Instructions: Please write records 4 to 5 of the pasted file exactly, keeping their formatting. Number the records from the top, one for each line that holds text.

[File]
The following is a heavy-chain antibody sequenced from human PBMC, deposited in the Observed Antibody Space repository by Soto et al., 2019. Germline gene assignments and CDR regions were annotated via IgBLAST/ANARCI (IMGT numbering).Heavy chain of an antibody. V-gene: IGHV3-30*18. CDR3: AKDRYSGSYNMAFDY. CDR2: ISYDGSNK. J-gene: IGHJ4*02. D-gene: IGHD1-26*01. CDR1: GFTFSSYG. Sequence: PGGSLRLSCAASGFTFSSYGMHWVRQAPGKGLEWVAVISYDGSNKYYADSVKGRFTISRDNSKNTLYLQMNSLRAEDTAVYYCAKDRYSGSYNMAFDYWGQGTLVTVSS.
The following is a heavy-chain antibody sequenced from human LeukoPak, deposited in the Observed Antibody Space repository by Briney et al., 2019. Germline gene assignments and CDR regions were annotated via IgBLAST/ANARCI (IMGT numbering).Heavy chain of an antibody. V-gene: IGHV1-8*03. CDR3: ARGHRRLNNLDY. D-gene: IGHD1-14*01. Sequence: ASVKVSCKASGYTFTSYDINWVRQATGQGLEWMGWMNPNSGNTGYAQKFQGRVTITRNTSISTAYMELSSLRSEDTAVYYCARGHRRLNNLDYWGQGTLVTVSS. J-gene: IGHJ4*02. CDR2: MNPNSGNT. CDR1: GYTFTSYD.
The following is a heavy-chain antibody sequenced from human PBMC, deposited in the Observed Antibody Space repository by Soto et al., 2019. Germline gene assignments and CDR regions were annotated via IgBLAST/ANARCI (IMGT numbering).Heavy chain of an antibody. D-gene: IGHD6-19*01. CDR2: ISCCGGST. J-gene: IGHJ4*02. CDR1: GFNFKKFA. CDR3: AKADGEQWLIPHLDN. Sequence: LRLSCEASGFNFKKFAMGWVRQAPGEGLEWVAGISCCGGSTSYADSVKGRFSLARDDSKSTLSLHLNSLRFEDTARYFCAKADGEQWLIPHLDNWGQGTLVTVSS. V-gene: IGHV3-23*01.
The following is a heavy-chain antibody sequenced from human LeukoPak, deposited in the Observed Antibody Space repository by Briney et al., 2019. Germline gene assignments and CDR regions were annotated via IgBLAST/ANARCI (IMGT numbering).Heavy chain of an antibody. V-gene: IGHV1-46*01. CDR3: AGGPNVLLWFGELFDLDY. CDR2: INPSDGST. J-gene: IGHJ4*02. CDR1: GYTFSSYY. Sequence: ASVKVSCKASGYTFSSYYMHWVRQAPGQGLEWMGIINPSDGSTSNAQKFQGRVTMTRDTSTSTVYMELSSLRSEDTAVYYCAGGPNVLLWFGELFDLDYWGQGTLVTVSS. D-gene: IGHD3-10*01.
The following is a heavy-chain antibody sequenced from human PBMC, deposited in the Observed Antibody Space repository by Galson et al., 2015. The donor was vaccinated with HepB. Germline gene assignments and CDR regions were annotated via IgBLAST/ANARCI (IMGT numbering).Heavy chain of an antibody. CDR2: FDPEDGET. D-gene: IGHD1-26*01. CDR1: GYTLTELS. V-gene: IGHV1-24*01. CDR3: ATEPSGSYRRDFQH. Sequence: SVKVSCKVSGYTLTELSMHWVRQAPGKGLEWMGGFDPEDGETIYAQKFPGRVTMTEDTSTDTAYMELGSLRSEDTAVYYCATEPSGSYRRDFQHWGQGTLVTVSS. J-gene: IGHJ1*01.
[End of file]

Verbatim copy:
The following is a heavy-chain antibody sequenced from human LeukoPak, deposited in the Observed Antibody Space repository by Briney et al., 2019. Germline gene assignments and CDR regions were annotated via IgBLAST/ANARCI (IMGT numbering).Heavy chain of an antibody. V-gene: IGHV1-46*01. CDR3: AGGPNVLLWFGELFDLDY. CDR2: INPSDGST. J-gene: IGHJ4*02. CDR1: GYTFSSYY. Sequence: ASVKVSCKASGYTFSSYYMHWVRQAPGQGLEWMGIINPSDGSTSNAQKFQGRVTMTRDTSTSTVYMELSSLRSEDTAVYYCAGGPNVLLWFGELFDLDYWGQGTLVTVSS. D-gene: IGHD3-10*01.
The following is a heavy-chain antibody sequenced from human PBMC, deposited in the Observed Antibody Space repository by Galson et al., 2015. The donor was vaccinated with HepB. Germline gene assignments and CDR regions were annotated via IgBLAST/ANARCI (IMGT numbering).Heavy chain of an antibody. CDR2: FDPEDGET. D-gene: IGHD1-26*01. CDR1: GYTLTELS. V-gene: IGHV1-24*01. CDR3: ATEPSGSYRRDFQH. Sequence: SVKVSCKVSGYTLTELSMHWVRQAPGKGLEWMGGFDPEDGETIYAQKFPGRVTMTEDTSTDTAYMELGSLRSEDTAVYYCATEPSGSYRRDFQHWGQGTLVTVSS. J-gene: IGHJ1*01.